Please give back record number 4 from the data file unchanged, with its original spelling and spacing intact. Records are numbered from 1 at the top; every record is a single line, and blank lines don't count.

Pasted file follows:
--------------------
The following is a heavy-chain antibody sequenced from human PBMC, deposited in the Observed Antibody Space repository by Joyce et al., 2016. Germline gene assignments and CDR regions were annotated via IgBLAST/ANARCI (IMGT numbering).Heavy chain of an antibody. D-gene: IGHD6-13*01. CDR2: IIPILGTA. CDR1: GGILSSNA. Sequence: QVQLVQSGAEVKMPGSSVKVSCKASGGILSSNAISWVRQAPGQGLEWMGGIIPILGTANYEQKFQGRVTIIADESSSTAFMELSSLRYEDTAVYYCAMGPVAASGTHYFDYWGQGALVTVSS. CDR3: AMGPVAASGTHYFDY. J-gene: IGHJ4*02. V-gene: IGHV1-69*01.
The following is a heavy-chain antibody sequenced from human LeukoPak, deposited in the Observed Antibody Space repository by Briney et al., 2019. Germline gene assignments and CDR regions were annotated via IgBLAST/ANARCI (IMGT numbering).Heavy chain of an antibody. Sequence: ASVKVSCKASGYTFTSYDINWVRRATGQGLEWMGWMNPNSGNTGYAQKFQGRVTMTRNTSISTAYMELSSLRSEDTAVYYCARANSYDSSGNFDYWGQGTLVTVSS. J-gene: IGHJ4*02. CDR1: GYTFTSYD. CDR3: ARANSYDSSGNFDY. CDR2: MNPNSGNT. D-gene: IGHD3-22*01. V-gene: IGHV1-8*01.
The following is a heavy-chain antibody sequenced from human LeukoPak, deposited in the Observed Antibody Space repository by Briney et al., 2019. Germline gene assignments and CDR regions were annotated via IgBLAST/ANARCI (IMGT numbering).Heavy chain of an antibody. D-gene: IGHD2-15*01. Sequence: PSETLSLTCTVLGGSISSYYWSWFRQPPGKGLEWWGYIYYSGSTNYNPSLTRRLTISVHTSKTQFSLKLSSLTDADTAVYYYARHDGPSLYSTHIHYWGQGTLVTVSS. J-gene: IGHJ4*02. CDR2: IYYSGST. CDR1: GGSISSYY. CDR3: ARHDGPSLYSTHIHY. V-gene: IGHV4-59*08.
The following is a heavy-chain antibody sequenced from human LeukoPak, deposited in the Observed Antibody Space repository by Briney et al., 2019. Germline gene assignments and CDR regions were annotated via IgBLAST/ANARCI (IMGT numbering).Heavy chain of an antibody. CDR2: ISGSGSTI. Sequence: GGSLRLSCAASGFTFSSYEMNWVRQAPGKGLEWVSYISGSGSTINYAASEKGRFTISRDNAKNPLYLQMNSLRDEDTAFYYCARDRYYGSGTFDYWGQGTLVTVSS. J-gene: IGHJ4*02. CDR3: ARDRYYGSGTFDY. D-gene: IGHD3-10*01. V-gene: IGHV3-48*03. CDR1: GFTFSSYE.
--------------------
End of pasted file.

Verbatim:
The following is a heavy-chain antibody sequenced from human LeukoPak, deposited in the Observed Antibody Space repository by Briney et al., 2019. Germline gene assignments and CDR regions were annotated via IgBLAST/ANARCI (IMGT numbering).Heavy chain of an antibody. CDR2: ISGSGSTI. Sequence: GGSLRLSCAASGFTFSSYEMNWVRQAPGKGLEWVSYISGSGSTINYAASEKGRFTISRDNAKNPLYLQMNSLRDEDTAFYYCARDRYYGSGTFDYWGQGTLVTVSS. J-gene: IGHJ4*02. CDR3: ARDRYYGSGTFDY. D-gene: IGHD3-10*01. V-gene: IGHV3-48*03. CDR1: GFTFSSYE.